The facts of this case are similar to those in Sarasota County v. Andrews, 573 So.2d 113 (Fla. 2d DCA 1991). There, Sarasota County passed an ordinance declaring that a fine imposed by the county on property, when recorded, becomes a lien against the property that is superior to all other liens except a lien for taxes. Pursuant to this ordinance, the county imposed a fine on a property for operation of an illegal landfill and recorded it as a lien. The property at issue in the case was subject to a prior mortgage in favor of Coast Federal Savings & Loan Association. Sarasota County filed suit against the property owner to foreclose its claim of lien, added the mortgagee Coast Federal as a defendant, and sought a declaration that Coast Federal's lien was inferior to the county's lien. The trial court entered a final summary judgment finding Coast Federal's lien superior because it found that the portion of the ordinance making the county's lien superior to all nontax liens was unconstitutional, as applied. We affirmed the summary judgment, saying:
We think the priority provision of the County's ordinance substantially impairs Coast Federal's prior mortgage lien by subordinating it to the County's lien. If by operation of the County's ordinance, Coast Federal's lien can be relegated to a secondary position, it is obviously of less value than the first-priority lien for which Coast Federal had contracted. Thus, the ordinance retrospectively impairs Coast Federal's contractual position.
Id. at 115.
Much like the county's argument in Sarasota County v. Andrews, the HOA here argues that any impairment is permissible as minimal. We disagreed with this argument in Sarasota County v. Andrews and disagree with it here:
[T]he priority provision [of the ordinance] has worked an immediate impairment on Coast Federal's preexisting mortgage lien. The nature of priority is such that Coast Federal is automatically at a substantially greater risk of losing its investment if it has only a second, as opposed to a first, priority lien. Furthermore, mortgages held by commercial institutions are frequently sold on the secondary market, and the subordination of Coast Federal's lien impairs the marketability of its mortgage. This immediate diminishment in the value of Coast Federal's contract is repugnant to our constitutions.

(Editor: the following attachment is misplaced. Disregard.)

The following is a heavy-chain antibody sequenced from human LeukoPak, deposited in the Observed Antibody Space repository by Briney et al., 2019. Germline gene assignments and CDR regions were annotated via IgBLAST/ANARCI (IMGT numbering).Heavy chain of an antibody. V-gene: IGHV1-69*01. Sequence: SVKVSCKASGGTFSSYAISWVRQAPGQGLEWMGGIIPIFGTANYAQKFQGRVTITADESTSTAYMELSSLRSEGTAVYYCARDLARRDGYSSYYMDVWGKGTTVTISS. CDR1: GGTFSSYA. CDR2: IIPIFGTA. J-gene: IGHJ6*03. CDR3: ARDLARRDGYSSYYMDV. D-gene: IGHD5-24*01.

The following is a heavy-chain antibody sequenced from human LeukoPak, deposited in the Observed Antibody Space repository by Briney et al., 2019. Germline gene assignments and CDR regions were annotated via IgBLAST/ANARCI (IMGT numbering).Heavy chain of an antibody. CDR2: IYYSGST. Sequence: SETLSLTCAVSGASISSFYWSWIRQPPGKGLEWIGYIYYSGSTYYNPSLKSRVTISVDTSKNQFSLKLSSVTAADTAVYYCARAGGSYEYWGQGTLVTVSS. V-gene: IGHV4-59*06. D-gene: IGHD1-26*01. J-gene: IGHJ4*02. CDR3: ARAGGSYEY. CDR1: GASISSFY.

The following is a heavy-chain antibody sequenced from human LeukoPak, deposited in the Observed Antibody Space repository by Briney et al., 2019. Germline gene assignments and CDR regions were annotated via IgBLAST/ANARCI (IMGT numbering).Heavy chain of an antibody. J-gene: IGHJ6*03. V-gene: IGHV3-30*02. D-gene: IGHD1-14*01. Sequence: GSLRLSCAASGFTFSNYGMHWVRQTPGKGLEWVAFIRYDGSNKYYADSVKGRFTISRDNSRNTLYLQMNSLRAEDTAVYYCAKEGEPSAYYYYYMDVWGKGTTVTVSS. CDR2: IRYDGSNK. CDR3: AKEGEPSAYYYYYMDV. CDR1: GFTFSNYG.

More recently, this court reviewed an impairment challenge in Lee County v. Brown, 929 So.2d 1202 (Fla. 2d DCA 2006). There, homebuilders challenged the validity of a local ordinance imposing a school impact fee on those applying for a building permit. This court recognized that Pomponio required the application of a balancing test which “weighs the degree of impairment against the source of authority under which the law is enacted and the ‘evil’ the law is intended to remedy.” 929 So.2d at 1208 (citing Pomponio, 378 So.2d at 780). However, the Pomponio balancing test is not required under Sarasota County v. Andrews where the statutory enactment “results in an immediate diminishment in the value of the contract.” 929 So.2d at 1208-09 (citing Sarasota County v. Andrews, 573 So.2d at 115). Impairment, in this context has been defined, in part, as “to make worse; to diminish in quantity, value, excellency or strength[.]” Id. at 1208 (quoting Pomponio, 378 So.2d at 781 n. 41). If we were to apply the amended statute in this instance, the economic value of the Bank's mortgage would be lessened as well as the power of its priority position.
Alternatively, were it appropriate to apply the balancing test, the HOA's argument would still fail. While the law may deal with the economic problem facing homeowners' associations in general, its application here would place the economic burden not on the homeowner, the root of the problem of the unpaid assessments, but on the entity that previously made the construction or purchase of the home possible. Moreover, the Declaration of Covenants and Restrictions was never altered to place a lender on notice that its economic position would be subordinate to the HOA's claims. When balanced in this factual circumstance, the statute would operate to severely, permanently, and immediately change the parties' economic relationship retroactively, a circumstance not supportable under the law.
The HOA yielded any right to claim it had a superior lien position to the Bank's preexisting mortgage by virtue of the plain and unambiguous language of its Declaration,6 which the Bank had every right to rely upon when deciding to finance the homeowners' home in the Coral Lakes community. The trial court did not err in finding the Bank's first mortgage lien superior to the HOA's claim for unpaid assessments notwithstanding section 720.3085.